Four years after the release of his last cinematic opus, acclaimed filmmaker Paul Thomas Anderson has returned with “Licorice Pizza,” a movie that proves as bizarre as its title.
Anderson rekindles his cinematic love affair with California’s San Fernando Valley, which he previously explored in “Magnolia” and “Boogie Nights,” in this 133-minute joyride. “Licorice Pizza” follows the precarious romance between Alana Kane (Alana Haim), a 25-year-old woman who works for a high school yearbook photography company and Gary Valentine (Cooper Hoffman), an endearing 15-year-old who attained minor fame as a child actor in 1970s Hollywood. As the film sprawls and deepens, the events onscreen become increasingly strange — and simultaneously captivating.
Despite their problematic age gap, Gary falls for Alana, and the film chronicles all of the familiar trials of first love. Meanwhile, the lovers’ 1970s milieu rages around them and their adventures lead them to colorful characters who dance in and out of their lives.
The acting was the most enjoyable aspect of the film, as the cast’s characterizations made the plot come to life. Anderson took a significant risk by casting two young actors with minimal experience as his leads, but his gamble was a success. Alana Haim, vocalist of the eponymous band, Haim, delivers a lived-in, poignantly vulnerable performance as Alana Kane. Haim portrays a conflicted young woman struggling to discover her calling in a volatile era, producing one of the finest performances of the year.
Haim’s subtle characterization of Alana as being outwardly confident, yet inwardly unsure of herself is juxtaposed with the virulent charisma of her co-star, Cooper Hoffman, who lights up the screen as the amicable Gary Valentine. The son of the late actor Philip Seymour Hoffman, who was a frequent Anderson collaborator, Cooper Hoffman is effortless in his role, using charming grins and grandiose gestures to evince the confidence and theatricality one would only expect of a child actor.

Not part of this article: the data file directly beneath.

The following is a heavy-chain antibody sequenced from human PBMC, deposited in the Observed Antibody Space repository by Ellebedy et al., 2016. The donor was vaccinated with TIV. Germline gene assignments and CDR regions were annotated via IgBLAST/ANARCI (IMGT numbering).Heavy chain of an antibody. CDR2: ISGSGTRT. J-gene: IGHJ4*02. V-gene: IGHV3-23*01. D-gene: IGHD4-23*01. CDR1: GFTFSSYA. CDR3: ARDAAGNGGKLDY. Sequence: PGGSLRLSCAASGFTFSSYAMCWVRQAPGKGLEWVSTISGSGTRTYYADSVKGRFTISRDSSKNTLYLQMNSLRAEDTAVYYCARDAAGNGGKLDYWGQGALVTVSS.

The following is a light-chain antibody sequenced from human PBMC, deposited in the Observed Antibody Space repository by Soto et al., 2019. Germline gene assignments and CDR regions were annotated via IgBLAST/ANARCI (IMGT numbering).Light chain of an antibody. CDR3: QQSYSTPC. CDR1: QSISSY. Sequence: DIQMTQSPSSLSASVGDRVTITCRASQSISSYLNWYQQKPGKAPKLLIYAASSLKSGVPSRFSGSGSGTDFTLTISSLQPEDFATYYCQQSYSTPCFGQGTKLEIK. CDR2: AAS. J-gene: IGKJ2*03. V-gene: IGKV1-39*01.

A handful of memorable side characters also complement the outstanding work of the film’s young stars. Sean Penn’s and Tom Waits’s flamboyant turns as over-the-hill Hollywood stars Jack Holden and Rex Blau, respectively, furnish the outlandish personas necessary to contextualize some of the movie’s strangest and most memorable scenes.
Perhaps the most unforgettable supporting performance is that of Georgetown’s own Bradley Cooper (COL ’97), who plays Jon Peters, an eccentric real-life film producer who dated Barbara Streisand in the 1970s. Cooper brings Peters’s erratic character to life, generating some of the movie’s funniest moments while offering a sobering depiction of one of the idiosyncratic individuals who built 1970s Hollywood.
Excessive commentary, however, becomes the film’s most indelible quality and only major flaw. By shoving a host of increasingly risible characters onscreen, the movie attempts to comment on many 1970s events and conditions, from eccentricity in Hollywood to intolerance in politics to the short attention span of a capitalist society.
In its efforts to represent the disparate aspects of life in 1970s California, the film falls short, and Anderson’s haphazard coverage of such a broad range of topics ultimately leads to a jumbled mess that fails to give each facet of the movie’s intriguing setting its due.
However, this messy construction is salvaged by the captivating, unorthodox love story that unfolds between Alana and Gary — an unlikely match. Their paths, though fraught with challenges and twists that threaten to tear them apart, inevitably lead into each other’s arms.
Unexpectedly, it is Alana who comes of age in “Licorice Pizza,” while Gary, though much younger, has in many ways already done so. As Alana is pulled in different directions by the characters around her, she must navigate the turbulent world of Hollywood and learn to follow her heart. The unconventional design of this romance is what ultimately makes the film so special.
In the film, Anderson successfully highlights the magnetic nature of love and how attraction can span distances and time periods to draw very different people together, even if it means breaking social convention. In terms of Alana and Gary’s age gap, Anderson leaves most of this aspect of the relationship up to interpretation, neglecting to provide explicit commentary on the nature of such a romance.
Anderson also manages to transcend coming-of-age tropes by subverting audience expectations. With the help of his talented young leads’ nuanced performances, Anderson artfully displays an uncommonly self-assured teenager with worldly experience well beyond his years and a young woman on the cusp of adulthood who has yet to find her way. This reversal of dispositions relative to the characters’ ages makes Alana seem younger than she really is and Gary, conversely, seem older than he is, so their relationship feels unexpectedly plausible.
“Licorice Pizza” is another vibrant, complex creation from Paul Thomas Anderson. Though its messy execution may confuse some viewers, those that ruminate on the plot and follow each character on-screen will find themselves immersed in a unique world and wiser about the otherwise elusive nature of young love.